| "The Flame of Love"|
| 7", 12"|
| May 26, 1987 (1987-05-26)|
4:38 (album version)
6:15 (extended rock mix)
"Don't Mean Nothing" is the debut single by singer/songwriter/producer Richard Marx from his Triple Platinum 1987 eponymous album. It hit #1 on Billboard's Album Rock Tracks chart and #3 on the Hot 100. With the chart success of "Don't Mean Nothing" and subsequent singles from his debut album, Marx became the first male artist to reach the top three of the Billboard Hot 100 pop chart with four singles from a debut album.
The song was aided by a hugely popular MTV music video and in 1988, Marx was nominated for a Grammy Award for "Best Rock Vocal Performance - Solo" for "Don't Mean Nothing". He competed against Bruce Springsteen, Tina Turner, Bob Seger, and Joe Cocker.
Don't Mean Nothing Wikipedia
According to Richard Marx's personal commentary about the song's origin, his manager at the time asked Joe Walsh to play slide guitar on the song and he agreed. As a fan of the Eagles, Marx felt that musically the song could have belonged on the The Long Run album. Two other Eagles members, Randy Meisner and Timothy B. Schmit sang background vocals on the song. Richard reportedly wrote the lyrics himself and co-wrote the music for this song with Bruce Gaitsch at his first apartment on Lowry Road in the Los Feliz district of Los Angeles, where Marx resided during the early 1980s.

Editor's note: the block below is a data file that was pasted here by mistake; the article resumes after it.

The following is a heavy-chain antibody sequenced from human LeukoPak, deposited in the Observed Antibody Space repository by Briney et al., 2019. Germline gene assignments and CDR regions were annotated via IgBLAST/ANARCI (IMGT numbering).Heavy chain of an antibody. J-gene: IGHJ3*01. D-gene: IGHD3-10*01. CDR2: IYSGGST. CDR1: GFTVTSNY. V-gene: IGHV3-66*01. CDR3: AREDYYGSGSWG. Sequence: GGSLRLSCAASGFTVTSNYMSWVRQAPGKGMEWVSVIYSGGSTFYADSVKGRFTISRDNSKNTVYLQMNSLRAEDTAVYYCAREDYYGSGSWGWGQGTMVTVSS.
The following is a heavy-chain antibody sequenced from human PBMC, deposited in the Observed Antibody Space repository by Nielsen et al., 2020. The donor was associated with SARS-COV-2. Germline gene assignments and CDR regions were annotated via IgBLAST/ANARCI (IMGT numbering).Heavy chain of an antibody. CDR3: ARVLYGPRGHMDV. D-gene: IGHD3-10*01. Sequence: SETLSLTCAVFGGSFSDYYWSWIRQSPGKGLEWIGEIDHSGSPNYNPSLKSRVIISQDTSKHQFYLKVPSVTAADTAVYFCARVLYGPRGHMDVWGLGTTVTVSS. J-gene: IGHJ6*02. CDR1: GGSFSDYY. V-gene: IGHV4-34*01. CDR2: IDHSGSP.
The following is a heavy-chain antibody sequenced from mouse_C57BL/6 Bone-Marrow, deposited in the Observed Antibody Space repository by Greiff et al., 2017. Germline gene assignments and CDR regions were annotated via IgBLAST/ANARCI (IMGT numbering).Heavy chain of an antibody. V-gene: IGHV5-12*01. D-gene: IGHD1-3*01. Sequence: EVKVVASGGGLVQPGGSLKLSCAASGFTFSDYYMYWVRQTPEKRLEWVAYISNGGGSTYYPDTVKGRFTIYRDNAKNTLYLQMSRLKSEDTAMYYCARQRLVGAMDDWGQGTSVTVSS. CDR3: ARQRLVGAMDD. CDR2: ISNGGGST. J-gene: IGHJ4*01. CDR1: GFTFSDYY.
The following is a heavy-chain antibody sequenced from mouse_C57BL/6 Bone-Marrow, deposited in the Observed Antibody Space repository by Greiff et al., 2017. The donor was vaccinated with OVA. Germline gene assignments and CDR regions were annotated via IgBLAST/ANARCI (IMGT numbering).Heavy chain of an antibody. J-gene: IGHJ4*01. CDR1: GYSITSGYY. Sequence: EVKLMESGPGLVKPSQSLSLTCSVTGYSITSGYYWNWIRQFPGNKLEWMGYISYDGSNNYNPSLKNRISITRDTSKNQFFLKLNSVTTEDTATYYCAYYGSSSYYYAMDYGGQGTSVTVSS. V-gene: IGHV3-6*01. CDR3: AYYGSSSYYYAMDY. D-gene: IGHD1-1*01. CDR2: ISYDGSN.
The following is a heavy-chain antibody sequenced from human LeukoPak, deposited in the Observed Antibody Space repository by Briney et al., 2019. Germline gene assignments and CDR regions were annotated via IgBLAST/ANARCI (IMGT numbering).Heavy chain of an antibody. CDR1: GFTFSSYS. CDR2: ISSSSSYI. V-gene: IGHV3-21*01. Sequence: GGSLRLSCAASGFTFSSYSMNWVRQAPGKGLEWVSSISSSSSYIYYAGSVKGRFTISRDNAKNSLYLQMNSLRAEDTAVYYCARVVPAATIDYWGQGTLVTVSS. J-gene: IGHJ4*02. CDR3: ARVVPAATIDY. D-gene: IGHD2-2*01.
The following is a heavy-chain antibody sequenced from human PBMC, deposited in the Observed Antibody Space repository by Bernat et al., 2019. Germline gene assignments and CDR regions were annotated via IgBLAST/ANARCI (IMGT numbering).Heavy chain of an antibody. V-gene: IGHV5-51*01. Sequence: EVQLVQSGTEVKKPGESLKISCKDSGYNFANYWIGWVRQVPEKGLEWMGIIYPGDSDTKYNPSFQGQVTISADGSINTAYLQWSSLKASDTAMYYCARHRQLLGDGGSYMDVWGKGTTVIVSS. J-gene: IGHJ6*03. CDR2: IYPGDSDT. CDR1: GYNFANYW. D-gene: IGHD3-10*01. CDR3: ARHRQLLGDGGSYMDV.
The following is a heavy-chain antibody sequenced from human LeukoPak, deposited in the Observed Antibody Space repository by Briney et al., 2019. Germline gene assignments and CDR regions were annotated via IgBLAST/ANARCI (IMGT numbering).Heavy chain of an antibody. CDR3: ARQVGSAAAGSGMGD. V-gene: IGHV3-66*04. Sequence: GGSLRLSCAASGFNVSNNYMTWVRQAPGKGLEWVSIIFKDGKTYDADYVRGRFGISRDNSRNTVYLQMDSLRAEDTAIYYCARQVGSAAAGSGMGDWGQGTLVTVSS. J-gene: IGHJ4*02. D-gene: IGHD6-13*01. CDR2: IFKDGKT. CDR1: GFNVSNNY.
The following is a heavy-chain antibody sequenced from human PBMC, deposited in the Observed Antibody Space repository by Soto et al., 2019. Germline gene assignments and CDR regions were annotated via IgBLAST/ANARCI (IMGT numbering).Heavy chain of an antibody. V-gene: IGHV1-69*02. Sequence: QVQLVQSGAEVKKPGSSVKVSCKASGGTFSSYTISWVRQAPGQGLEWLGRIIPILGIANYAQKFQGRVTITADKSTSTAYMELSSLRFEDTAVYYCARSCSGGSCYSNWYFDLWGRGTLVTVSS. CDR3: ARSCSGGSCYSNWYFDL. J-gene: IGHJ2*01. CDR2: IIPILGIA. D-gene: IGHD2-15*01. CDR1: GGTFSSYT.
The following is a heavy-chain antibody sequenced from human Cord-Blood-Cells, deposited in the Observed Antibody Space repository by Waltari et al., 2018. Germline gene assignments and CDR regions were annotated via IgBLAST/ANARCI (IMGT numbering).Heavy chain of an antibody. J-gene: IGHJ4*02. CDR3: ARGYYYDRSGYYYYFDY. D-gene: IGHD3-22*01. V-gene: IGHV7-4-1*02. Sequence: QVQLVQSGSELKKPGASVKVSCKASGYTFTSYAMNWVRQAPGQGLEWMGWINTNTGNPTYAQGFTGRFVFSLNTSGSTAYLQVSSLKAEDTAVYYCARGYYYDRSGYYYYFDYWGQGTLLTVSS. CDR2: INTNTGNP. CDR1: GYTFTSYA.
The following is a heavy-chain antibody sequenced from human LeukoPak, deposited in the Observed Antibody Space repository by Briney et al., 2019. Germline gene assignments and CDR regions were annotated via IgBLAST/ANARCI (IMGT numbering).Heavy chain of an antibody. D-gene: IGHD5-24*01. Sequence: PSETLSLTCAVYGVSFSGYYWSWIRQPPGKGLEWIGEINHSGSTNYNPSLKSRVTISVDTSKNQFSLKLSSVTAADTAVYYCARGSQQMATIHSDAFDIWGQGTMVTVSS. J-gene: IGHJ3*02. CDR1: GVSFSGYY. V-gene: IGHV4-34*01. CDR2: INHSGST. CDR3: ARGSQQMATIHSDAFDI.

There are at least four recorded versions of this song:Album version - 4:38
7" single version - 3:59
"Extended Rock Mix" version from 12" single - 6:15
Live version recorded at the Palace Theatre in Los Angeles, CA, from the "Angelia" 12" single - 8:11
Lead vocals - Richard Marx
Rhythm guitar - Bruce Gaitsch, Joe Walsh
Guitar solo - Joe Walsh
Bass guitar - Nathan East
Piano - Michael Omartian
Drums - John M. Keane
Backing Vocals - Randy Meisner, Timothy B. Schmidt, Richard Marx
As the lead single from Richard Marx, the song saw success on both the Billboard Hot 100 singles and Album Rock Tracks charts. The single entered the Hot 100 chart upon release at number 78 and, 12 weeks later, reached its peak of number 3. The song also became a number-one hit on the Album Rock Tracks chart. In the UK, the song reached a high of number 78.